Why I Wasn’t Afraid of Getting Sexually Assaulted in College

In college, I had a small collection of blue t-shirts with the words “It Affects Me” written on them.  My fellow gauchos know exactly what I’m talking about.  Those of you who missed out on attending the greatest school ever, though, are probably wondering why I would have such a self-centered wardrobe.

The “It Affects Me” campaign was put on my UCSB students each year to promote awareness and prevention of sexual assault my helping each other see that nobody is immune from it’s dangers.  Yes, all women.  And yes, all men.  Rape and other forms of sexual aggression are serious problems at colleges in general, and the intense party culture of UCSB perhaps made us even more prone to it.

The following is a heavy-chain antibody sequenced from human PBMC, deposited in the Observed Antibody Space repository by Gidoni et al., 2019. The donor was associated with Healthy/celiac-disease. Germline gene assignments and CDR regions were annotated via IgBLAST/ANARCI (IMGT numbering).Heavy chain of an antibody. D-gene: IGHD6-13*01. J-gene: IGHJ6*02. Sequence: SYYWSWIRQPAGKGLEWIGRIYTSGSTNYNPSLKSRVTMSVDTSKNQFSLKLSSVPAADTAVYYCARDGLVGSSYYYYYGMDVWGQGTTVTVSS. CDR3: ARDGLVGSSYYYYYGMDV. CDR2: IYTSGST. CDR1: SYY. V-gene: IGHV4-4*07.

I love free t-shirts, I wanted to fit in with my feminist classmates, and I find sexual assault prevention to be a worthy cause, so I always made sure to get to the tables where they were distributed while they still had my size.  I would scribble something on a huge piece of butcher paper, along with hundreds of other students, about why the issue of sexual assault affected me, and then lay claim to my prize- my blue t-shirt.

I don’t remember what I scribbled.

I may have made something up.

I just really like free shirts.

I was never sexually assaulted in college (or ever, really).  No one ever tried to slip a drug in my drink.  I was never grabbed at a party.  I never had anyone make false assumptions about my sexual willingness.  I was never called a “slut” or other shaming word because I did or did not have sex.